Investment advisers act as fiduciaries to clients based on a recognition that an adviser’s relationship with clients is one of trust and confidence. When an adviser deals with retirement clients, such as plan fiduciaries or participants in plans governed by the Employee Retirement Income Security Act of 1974, as amended (“ERISA”), the relationship is subject to an overlay of additional duties of care and loyalty.
An adviser that breaches ERISA’s duties can be liable for losses suffered by the retirement client.
These rules also prohibit a plan fiduciary from using its fiduciary authority to benefit itself or an affiliate. A prohibited transaction involving a retirement plan cannot be cured through disclosures, and violations can lead to the potential for excise tax liability. Importantly, when an adviser deals with IRA clients, ERISA’s fiduciary duties do not apply, but the prohibited transaction and excise tax provisions of the Code do.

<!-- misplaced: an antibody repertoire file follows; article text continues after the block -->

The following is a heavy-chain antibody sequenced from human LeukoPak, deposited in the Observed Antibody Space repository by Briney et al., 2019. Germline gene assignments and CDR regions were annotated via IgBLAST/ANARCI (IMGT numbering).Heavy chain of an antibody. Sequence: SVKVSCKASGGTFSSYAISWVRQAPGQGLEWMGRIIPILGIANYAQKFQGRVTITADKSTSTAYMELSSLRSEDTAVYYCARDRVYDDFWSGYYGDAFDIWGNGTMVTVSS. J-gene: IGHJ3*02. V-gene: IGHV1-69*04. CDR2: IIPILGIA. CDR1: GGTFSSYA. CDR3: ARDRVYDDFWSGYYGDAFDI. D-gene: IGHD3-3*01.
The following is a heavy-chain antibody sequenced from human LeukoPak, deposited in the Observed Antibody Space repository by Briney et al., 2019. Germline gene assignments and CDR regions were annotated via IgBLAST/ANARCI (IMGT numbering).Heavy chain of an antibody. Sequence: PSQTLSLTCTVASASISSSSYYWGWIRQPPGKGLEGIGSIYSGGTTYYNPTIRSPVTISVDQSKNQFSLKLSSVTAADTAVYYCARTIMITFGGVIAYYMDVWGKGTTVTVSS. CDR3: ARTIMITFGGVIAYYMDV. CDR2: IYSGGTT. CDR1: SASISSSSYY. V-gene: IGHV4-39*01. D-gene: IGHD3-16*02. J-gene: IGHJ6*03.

In this IAA Today article, Groom’s Jenny Eller and Jacob Eigner discuss DOL-Prohibited Transaction Class Exemption 2020-02 (“PTE 2020-02”), which is a continuation of the DOL’s efforts to further regulate interactions between financial professionals and retirement clients.